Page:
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Ciox Case Changes the HIPAA Rules on Patient Rate Caps for Access to Health Records… Which Can Be Very Confusing in Wisconsin!

Health & Life Sciences Alert Sarah E. Coyne, Meghan C. O'Connor, Rachel L. Dykema

The Office for Civil Rights (OCR) issued an Important Notice Regarding Individuals' Right of Access to Health Records on January 29, 2020. We are so grateful for the clarification that it is important—we would not want to read the unimportant notices! The bottom line is that due to a federal district court ruling in Ciox Health v. Azar No. 18-CV-00040 (D.D.C. January 23, 2020), the Health Insurance Portability and Accountability Act (HIPAA) fee caps on what providers can charge to patients for access to their medical records do not apply when the records are given to a third party rather than to the patient directly. Beware, however, as to state limitations on such fees. The HIPAA fee caps for patient access remain in place.

The Ciox ruling vacated and declared unlawful the application of patient rates to third parties to the extent stated in HHS’s expansion of The Health Information Technology for Economic and Clinical Health (HITECH) Act provision and in subsequent OCR guidance issued in 2016. The 2016 OCR guidance stated that the limits on access fees would apply to all patient requests (including a flat maximum of $6.50 per patient record), even where the patient requests directed the delivery of the records to third parties. The 2016 guidance also broke down which costs may be used in calculating the rates that would be charged to patients, and warned against attempting to circumvent these rates. The OCR then announced an initiative to vigorously enforce these access rights and started right in with pursuing penalties against providers violating the patient rate rules.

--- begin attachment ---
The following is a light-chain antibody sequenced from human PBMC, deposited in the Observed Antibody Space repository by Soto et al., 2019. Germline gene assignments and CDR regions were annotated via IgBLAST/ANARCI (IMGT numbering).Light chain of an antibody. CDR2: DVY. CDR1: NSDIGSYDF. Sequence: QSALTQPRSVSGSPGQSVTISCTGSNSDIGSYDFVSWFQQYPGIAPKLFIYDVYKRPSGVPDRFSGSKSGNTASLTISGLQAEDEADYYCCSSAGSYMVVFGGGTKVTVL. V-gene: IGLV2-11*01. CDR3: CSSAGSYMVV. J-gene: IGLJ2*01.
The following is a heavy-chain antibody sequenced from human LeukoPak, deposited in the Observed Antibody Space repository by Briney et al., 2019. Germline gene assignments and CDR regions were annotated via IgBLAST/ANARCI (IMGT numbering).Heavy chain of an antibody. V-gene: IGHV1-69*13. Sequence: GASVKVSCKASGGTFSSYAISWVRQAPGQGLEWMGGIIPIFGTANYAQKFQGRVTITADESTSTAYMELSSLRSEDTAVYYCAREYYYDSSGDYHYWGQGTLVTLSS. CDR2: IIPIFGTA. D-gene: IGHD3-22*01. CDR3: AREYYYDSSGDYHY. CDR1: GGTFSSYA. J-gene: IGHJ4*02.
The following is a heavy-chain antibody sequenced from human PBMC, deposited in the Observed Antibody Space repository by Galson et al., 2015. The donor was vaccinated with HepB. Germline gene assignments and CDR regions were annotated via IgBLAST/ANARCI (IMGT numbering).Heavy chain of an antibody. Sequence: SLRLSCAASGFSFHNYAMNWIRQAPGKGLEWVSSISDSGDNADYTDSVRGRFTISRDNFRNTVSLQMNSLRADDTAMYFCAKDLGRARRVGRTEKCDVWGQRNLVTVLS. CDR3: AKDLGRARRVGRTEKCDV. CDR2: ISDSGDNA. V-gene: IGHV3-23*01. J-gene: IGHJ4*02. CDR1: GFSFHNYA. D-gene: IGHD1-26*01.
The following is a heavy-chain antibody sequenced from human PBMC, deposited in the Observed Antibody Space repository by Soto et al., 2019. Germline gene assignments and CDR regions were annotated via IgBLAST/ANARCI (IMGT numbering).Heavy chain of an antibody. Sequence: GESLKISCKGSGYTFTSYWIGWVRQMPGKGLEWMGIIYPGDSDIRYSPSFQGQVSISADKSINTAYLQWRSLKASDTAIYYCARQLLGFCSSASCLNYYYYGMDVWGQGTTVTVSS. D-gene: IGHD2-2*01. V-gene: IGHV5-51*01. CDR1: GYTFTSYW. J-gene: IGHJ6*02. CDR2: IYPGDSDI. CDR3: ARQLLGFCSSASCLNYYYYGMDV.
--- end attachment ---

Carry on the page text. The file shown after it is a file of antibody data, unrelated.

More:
The OCR had issued Frequently Asked Questions interpreting 45 C.F.R. § 164.524, which now bears a prominent disclaimer that it is only effective to the extent it is not inconsistent with the Ciox order, rendering it…well…less helpful (to anyone) than it might have been prior to Ciox.

Note that state law still applies. In Wisconsin, that can require quite a bit of math in determining copy charges in light of state law (Wis. Stat. § 146.83 and recent clarifying case law). The Wisconsin Supreme Court ultimately concluded that where the patient had completed an authorization form directing delivery of records to the patient's attorney, that attorney was a “person authorized in writing by the patient” to receive copies of the records.

For more information on how these rule changes may affect you or your business, contact your Quarles & Brady attorney or:

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